- Circulatory system: 10% of all Americans who receive Social Security disability have a condition related to their circulatory or cardiovascular system. This includes conditions such as heart attack, heart failure, high cholesterol, high blood pressure, arrhythmia, dysrhythmia, and atherosclerosis.
- Nervous system and sense organs: 9.7% of all people on SSDI and SSI have an impairment related to a part of the nervous system, such as the brain, spinal cord, sensory organs, or nerves. This category covers conditions such as spinal cord injuries, brain injuries, multiple sclerosis, Parkinson’s disease, epilepsy, and polio.
- Respiratory system – COPD, Emphysema, : 4.5%
- Depressive, bipolar, and related disorders: also known as mood disorders, this category accounts for 4.2% of all people receiving Social Security disability benefits. It can include depression, bipolar disorder, cyclothymic disorder, and seasonal affective disorder (SAD).
- Intellectual disorders: an intellectual disability includes any limitation in learning, reasoning, problem-solving, or adaptive behavior. 3.6% of all Social Security disability recipients have disabilities in this category, which includes conditions like Down Syndrome, Fetal Alcohol Spectrum Disorder, Fragile X Syndrome, and Prader-Willi Syndrome.
- Genitourinary system: disabilities related to the genital (reproductive) and urinary systems. They account for 3.5% of all people receiving Social Security disability benefits. It can include things like chronic kidney disease, kidney transplant, and nephrotic syndrome.
- Injuries: physical injuries – such as those sustained in a car accident – can cause disability. 3.4% of people receiving SSDI and/or SSI benefits have a disability related to an injury
- Other mental disorders: 2.5% of people on Social Security disability have a mental health condition that isn’t specifically listed in the blue book. This could include a range of issues, including anxiety and post-traumatic stress disorder (PTSD).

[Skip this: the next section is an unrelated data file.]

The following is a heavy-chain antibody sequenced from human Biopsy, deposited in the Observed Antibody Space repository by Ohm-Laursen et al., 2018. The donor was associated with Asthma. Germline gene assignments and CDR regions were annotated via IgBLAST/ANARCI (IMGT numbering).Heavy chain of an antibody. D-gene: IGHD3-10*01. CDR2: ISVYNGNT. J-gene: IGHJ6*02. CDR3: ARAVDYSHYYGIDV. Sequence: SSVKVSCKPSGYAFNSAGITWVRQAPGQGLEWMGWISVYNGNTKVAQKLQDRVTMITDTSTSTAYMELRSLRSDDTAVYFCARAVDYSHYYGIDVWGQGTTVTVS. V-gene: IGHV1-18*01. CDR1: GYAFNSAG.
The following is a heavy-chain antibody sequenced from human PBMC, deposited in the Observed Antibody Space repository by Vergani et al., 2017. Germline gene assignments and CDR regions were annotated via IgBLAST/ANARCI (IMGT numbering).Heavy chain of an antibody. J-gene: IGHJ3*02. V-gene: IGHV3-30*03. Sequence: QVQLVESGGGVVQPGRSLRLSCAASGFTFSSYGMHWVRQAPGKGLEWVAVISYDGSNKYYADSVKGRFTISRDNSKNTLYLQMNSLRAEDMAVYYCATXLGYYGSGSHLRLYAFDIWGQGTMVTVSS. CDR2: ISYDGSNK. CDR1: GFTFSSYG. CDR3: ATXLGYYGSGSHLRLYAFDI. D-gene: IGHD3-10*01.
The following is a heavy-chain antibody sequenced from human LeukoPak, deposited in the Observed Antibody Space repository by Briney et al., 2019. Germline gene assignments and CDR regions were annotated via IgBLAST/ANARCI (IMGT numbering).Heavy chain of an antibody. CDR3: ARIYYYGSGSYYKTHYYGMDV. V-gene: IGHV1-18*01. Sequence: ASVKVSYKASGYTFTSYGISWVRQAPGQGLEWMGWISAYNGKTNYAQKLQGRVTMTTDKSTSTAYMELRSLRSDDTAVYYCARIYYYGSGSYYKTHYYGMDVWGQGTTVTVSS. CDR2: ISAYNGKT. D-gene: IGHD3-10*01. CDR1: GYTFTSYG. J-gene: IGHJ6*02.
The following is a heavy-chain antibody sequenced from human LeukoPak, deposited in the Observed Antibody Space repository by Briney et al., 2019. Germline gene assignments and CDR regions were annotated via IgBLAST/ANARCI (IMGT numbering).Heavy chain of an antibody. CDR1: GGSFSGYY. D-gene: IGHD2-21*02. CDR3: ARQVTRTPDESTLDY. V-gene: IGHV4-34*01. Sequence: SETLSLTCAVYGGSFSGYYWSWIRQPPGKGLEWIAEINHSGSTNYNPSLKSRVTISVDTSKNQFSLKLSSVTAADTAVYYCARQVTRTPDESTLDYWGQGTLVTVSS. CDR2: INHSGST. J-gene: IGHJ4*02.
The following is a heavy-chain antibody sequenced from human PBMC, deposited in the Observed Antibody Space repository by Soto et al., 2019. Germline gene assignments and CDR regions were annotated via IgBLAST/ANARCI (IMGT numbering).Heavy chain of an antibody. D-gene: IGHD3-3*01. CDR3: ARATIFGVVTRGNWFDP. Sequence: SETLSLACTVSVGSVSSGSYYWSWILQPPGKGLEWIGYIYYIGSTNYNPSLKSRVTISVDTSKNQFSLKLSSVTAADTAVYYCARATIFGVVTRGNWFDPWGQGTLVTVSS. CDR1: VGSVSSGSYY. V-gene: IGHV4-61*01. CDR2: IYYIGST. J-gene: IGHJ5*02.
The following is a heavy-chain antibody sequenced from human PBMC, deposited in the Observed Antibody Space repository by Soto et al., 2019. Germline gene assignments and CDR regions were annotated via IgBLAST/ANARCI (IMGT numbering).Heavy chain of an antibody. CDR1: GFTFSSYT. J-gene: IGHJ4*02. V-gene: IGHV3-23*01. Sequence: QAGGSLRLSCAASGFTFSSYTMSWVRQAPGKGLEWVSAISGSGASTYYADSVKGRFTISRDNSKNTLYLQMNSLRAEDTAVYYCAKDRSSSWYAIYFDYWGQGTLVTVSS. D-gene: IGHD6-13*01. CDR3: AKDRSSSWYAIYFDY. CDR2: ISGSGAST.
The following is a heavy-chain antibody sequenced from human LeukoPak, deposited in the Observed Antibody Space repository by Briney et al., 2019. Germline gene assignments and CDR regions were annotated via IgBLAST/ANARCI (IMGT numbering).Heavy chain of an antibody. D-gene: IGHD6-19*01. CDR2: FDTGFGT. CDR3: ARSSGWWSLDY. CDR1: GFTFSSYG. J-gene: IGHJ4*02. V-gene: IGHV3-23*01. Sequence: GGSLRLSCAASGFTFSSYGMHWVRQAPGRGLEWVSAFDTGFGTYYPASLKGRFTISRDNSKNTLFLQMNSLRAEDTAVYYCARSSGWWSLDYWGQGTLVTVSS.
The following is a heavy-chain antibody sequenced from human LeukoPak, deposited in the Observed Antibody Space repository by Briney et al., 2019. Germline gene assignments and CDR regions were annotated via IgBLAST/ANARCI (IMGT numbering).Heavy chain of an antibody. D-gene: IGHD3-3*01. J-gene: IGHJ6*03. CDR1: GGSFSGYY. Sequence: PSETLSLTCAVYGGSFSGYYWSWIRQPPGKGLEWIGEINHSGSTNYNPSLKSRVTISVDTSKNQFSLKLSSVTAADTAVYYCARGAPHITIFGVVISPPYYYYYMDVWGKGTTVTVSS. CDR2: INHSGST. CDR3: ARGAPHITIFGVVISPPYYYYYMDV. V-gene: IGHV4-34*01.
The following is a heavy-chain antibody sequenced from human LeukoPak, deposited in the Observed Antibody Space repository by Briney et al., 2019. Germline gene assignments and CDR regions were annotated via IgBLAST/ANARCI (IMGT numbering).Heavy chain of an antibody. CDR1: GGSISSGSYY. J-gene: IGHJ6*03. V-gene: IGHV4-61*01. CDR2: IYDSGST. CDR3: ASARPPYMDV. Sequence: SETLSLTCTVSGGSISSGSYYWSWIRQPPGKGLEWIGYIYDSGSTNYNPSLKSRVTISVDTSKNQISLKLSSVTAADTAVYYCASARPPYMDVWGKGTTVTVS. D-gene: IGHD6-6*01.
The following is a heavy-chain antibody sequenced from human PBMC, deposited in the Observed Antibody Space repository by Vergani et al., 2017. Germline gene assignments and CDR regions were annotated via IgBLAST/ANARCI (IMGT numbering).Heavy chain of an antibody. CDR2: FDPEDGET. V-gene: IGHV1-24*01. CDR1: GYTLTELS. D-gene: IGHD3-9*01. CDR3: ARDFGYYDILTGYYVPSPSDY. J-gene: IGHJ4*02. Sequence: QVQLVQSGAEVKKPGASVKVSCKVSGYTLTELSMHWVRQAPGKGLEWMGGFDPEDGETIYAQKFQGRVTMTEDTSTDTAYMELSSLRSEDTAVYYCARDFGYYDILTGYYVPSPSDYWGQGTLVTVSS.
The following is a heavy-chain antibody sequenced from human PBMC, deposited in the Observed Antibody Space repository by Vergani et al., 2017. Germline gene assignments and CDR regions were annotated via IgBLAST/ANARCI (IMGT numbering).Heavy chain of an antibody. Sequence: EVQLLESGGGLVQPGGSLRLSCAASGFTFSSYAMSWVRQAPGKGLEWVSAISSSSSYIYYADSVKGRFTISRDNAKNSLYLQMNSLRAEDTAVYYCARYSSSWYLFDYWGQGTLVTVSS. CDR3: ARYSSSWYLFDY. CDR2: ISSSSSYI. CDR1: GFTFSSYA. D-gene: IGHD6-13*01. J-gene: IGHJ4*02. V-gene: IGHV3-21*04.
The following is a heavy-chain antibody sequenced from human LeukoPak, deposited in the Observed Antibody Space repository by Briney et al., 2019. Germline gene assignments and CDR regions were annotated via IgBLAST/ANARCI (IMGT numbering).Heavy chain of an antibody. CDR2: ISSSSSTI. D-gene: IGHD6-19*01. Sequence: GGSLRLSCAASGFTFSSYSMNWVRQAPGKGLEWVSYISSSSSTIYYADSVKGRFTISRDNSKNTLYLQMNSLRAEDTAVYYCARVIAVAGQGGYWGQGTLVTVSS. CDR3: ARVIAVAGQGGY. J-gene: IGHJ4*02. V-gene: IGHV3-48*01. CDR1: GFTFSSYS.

Importantly, just because your disability doesn’t fall into the top ten most common disabilities does not mean that you are not eligible for benefits. A New Jersey disability benefits lawyer can help you determine if you may be entitled to benefits.
Considering Applying for Social Security Disability? Give Us a Call.
If you have been diagnosed with a physical or mental health impairment, you may be entitled to Social Security disability benefits. You may qualify based on a whole range of disabilities – not just the ones that made the SSA’s “top ten” list of most common disabilities. Our law firm can help.
At Bross & Frankel, we are fierce advocates for people with disabilities. We represent individuals in New Jersey and Pennsylvania who have been diagnosed with conditions that leave them unable to work. If you need help filing for benefits or appealing a denial, call our law offices at (866) 858-0571 or fill out our online contact form to schedule a free claim review with a New Jersey SSDI attorney.
Rich Frankel is the managing partner of Bross & Frankel. He is a member of the New Jersey and Pennsylvania bars. He has focused exclusively on disability and social security benefits since 2005.
Mr. Frankel joined what is now Bross & Frankel after having watched his father struggle with disability, fighting a lengthy illness. Mr. Frankel founded the firm’s veteran’s law practice and substantially grew the social security disability practice, focusing Bross & Frankel’s ability to fight for all of the disability benefits available to his clients.
Mr. Frankel additionally fights for clients in court, obtaining frequent victories in Social Security appeals and against insurance companies in Federal court.